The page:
There's a reason why so many of us cheered at the end of Pacific Rim, when Raleigh Becket and Mako Mori didn't kiss, despite the obvious sexual tension that was prescribed between the two during their combat training scene (aka the sexiest non-sex scene in cinema history). And it's because the bond between Raleigh and Mako made more sense – and stood to be stronger – with the two being friends, rather than lovers.
I celebrated again when playing Telltale Games' Tales from the Borderlands, when Rhys and Fiona – the two playable characters and protagonists of the game – didn't develop a romantic relationship. It's not that I don't want to see every female gaming character at some point reduced to merely a love interest – although, yes, there is also that. Tales showed the gaming medium that using friendship as a focus for conflict, drama and happiness in a story is just as worthy, bold and important and exploring any romance that may (stereotypically) blossom from the connection between characters.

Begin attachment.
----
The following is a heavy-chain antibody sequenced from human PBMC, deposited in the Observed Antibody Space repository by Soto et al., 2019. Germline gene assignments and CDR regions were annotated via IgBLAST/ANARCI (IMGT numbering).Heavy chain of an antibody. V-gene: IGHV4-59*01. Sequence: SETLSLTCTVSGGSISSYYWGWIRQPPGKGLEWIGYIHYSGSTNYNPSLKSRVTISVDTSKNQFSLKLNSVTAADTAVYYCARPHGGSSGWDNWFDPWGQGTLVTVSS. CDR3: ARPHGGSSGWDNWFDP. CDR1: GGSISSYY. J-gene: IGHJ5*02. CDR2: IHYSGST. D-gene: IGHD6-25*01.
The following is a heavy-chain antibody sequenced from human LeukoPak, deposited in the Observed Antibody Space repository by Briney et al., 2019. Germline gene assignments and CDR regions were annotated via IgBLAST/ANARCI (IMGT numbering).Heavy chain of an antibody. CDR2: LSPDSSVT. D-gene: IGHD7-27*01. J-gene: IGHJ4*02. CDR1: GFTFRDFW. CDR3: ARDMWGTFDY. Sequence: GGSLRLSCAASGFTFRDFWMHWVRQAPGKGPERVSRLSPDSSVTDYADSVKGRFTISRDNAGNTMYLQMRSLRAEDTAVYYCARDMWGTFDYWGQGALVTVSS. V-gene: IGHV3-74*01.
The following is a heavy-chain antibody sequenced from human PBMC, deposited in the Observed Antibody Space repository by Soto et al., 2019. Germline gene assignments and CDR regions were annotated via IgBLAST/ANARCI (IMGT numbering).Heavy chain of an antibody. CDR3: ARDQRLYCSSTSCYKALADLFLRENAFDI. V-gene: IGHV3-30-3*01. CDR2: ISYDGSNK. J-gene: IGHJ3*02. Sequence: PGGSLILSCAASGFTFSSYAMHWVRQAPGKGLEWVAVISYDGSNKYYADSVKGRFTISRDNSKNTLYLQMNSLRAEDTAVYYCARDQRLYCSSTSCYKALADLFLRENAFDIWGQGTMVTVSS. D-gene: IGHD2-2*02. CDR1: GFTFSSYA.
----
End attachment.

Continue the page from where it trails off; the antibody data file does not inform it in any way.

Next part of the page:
What struck me the most about Tales – and believe me when I say there was a lot that struck me profoundly about the game – was the way it so heavily prioritised friendships and platonic love, and all that comes with it, as the driving force behind almost every major conflict resolution. The game deftly allows you to develop and explore important friendships with almost every character: between men, between women, between women and men, between humans and robots, between robots, between major characters and supporting characters, and between supporting characters.
The way in which the flashback-style story is framed – a masked character has kidnapped Fiona and Rhys, and is forcing them to tell their sides of the tale that's led them to this unlikely state – revolves entirely around trying to understand the very nature of friendships, and how trust and respect operate within them. This is all summed up when the masked character is about to reveal their identity, telling the pair, "I am your friend." While ostensibly a story about vault hunting on the surface of the savage Pandora, Tales is much more than such a simple sales pitch – it's a beautiful, charming, hilarious, and endearing game that has touched the hearts of even those who previously disliked the Borderlands series, mainly because it positions friendship as the very backbone of its narrative structure.